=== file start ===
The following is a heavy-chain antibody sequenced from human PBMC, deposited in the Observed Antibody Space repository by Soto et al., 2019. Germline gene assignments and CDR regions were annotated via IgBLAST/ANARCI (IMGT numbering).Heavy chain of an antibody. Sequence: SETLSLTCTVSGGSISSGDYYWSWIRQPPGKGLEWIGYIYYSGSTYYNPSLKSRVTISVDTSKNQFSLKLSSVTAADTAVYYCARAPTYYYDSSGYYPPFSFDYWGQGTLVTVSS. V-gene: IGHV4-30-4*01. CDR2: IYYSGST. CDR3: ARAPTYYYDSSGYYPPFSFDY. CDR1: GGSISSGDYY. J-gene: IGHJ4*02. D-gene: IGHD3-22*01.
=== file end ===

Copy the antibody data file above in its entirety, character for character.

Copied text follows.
The following is a heavy-chain antibody sequenced from human PBMC, deposited in the Observed Antibody Space repository by Soto et al., 2019. Germline gene assignments and CDR regions were annotated via IgBLAST/ANARCI (IMGT numbering).Heavy chain of an antibody. Sequence: SETLSLTCTVSGGSISSGDYYWSWIRQPPGKGLEWIGYIYYSGSTYYNPSLKSRVTISVDTSKNQFSLKLSSVTAADTAVYYCARAPTYYYDSSGYYPPFSFDYWGQGTLVTVSS. V-gene: IGHV4-30-4*01. CDR2: IYYSGST. CDR3: ARAPTYYYDSSGYYPPFSFDY. CDR1: GGSISSGDYY. J-gene: IGHJ4*02. D-gene: IGHD3-22*01.